Enjoy time in the Chester River kayaking or splashing around on our Splashdown equipment.  Relax with a s’more by the campfire or work on that long awaited scrapbook. Choose to tent camp or stay in either our traditional cabins or hotel-style lodges. Experience the fun, fellowship, and festivities of a weekend at camp! (Parents are responsible for their own children at all times throughout the weekend)

Friends & Family Camp is run by the Camp Pecometh Staff Alumni Association.

Click here for photos from this year’s friends and family camp!

Rates
*All rates include two nights accommodation, all program activities, and meals from Friday dinner through Sunday lunch. 

Camp Site (Tent or RV Camping) 
Adults (each) $95
Children Ages 6-11 (per child for the 1st and 2nd child) $79
Additional Children Ages 6-11 (per child) $50
Children Under 5 Years Old FREE
Rustic Cabins
Adults (each) $109
Children Ages 6-11 (per child for the 1st and 2nd child) $95
Additional Children Ages 6-11 (per child) $50
Children Under 5 Years Old FREE
Hotel Style Rooms in the Riverview Retreat Center 
Adults (each) $199
Children Ages 6-11 (per child for the 1st and 2nd child) $99
Additional Children Ages 6-11 (per child) $50
Children Under 5 Years Old FREE

Op-Ed: The Good and Bad News on Oyster Restoration by CBF’s Tom Zolper

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New scientific information unveiled Monday, July 10 provides yet more encouraging news that the largest man-made oyster restoration project in the Chesapeake Bay is working. The project is in Harris Creek.

Unfortunately, just as the investment in Harris Creek seems to be paying off, efforts to duplicate that success in two other tributaries of the Choptank River are hitting snags. Political pressure and substrate shortages threaten to bring restoration efforts to a screeching halt if the Maryland Department of Natural Resources (DNR) does not act quickly.

First the good news. New monitoring data indicate that 30 oyster reefs created in 2013 in Harris Creek have high densities of oysters, reported Stephanie Reynolds Westby, Chesapeake Bay oyster restoration coordinator for the National Oceanic and Atmospheric Administration (NOAA). Westby reported the findings at the monthly meeting of the Maryland Oyster Advisory Commission (OAC). The NOAA report can be found here.

Scientists have developed specific metrics to determine when an oyster reef can be officially called “restored.” About 97 percent of the 30 reefs planted in 2013 in Harris Creek met the minimum metric for oyster density, and 80 percent met a higher “targeted” density. In fact, only one of the 30 reefs failed to meet the metrics. OAC members speculated someone could have poached oysters off that reef, or that the seabed underneath could have been too muddy for the oysters to thrive.

Despite data to the contrary, some OAC members challenged the conclusion that a restoration project is successful simply because it achieves metrics such as oyster density and biomass. They said putting oysters in the water and having them grow and prosper is not enough. The real success will be if oysters at Harris Creek reproduce, and their larvae help seed oyster bars miles away where oystermen harvest. Some scientific modeling from the University of Maryland Center for Environmental Science has suggested that could happen.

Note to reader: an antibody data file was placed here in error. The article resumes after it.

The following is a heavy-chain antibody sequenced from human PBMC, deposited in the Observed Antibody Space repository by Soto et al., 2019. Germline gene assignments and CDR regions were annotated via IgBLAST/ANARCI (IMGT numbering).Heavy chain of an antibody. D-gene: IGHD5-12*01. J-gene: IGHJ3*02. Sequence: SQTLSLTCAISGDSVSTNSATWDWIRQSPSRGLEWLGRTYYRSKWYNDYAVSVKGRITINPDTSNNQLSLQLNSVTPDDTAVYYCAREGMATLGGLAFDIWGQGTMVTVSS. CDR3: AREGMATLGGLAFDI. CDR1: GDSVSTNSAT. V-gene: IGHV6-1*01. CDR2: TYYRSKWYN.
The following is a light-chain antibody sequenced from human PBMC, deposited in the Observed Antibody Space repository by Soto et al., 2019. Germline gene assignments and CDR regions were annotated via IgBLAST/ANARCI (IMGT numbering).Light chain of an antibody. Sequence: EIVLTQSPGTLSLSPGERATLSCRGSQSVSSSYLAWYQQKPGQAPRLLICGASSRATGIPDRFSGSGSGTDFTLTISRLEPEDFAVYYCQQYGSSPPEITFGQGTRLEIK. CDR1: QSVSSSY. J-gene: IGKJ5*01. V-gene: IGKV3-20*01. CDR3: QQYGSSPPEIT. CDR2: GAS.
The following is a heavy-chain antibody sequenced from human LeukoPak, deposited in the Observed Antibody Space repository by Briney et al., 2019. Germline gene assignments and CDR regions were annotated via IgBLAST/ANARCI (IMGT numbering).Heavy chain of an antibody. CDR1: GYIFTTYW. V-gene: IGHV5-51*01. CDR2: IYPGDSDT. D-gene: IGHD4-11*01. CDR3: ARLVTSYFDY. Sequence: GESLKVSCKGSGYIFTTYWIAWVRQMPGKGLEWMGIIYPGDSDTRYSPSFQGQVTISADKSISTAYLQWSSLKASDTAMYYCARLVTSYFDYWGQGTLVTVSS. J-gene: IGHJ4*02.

Scientists at the OAC meeting said a restored reef is successful even if it doesn’t seed far-away oyster reefs. They said a massive network of reefs such as in Harris Creek will attract fish, filter the water and provide other ecological benefits. Harris Creek is a “sanctuary reef,” meaning oysters can’t be harvested there.
Now the bad news. Also at the OAC meeting, officials with the Maryland Department of Natural Resources (DNR) and the U.S. Army Corps of Engineers (USACE) revealed oyster restoration in the Little Choptank and Tred Avon Rivers have hit political snags. Those two projects were meant to duplicate the success in Harris Creek – building large networks of man-made reefs where oysters had once thrived.

Chris Judy of DNR reported that the plan for Maryland to restore 118 acres in the shallow reaches of Little Choptank is still on hold. For several years DNR has delayed requesting a permit for the work, most recently after complaints from watermen representatives. Restoration work at the mouth of the river has nearly been completed by various partners, including the Chesapeake Bay Foundation, but DNR has long delayed doing its part.

DNR recently asked NOAA experts to further survey the bottom of the river where restoration was planned to find additional suitable acres for restoration in deeper water. Initial estimates suggest that there may be as few as 20-30 acres of suitable area in deeper water, meaning a permit would still be required to complete the project. Because of these political delays and additional surveys, Judy estimated that construction in the Little Choptank won’t begin for a least a year, bringing restoration in the Little Choptank to a halt.

Also at the OAC meeting, Angie Sowers of USACE said her agency had to stop construction in the Tred Avon because of a shortage of mixed shell substrate. The Corps’ contractor was only able to complete 6 out of 10 planned acres. The use of mixed shell instead of other materials in the Tred Avon was a result of negotiations at the OAC after watermen halted restoration work there in 2016. When questioned at the OAC meeting, Sowers said the work could have proceeded with stone.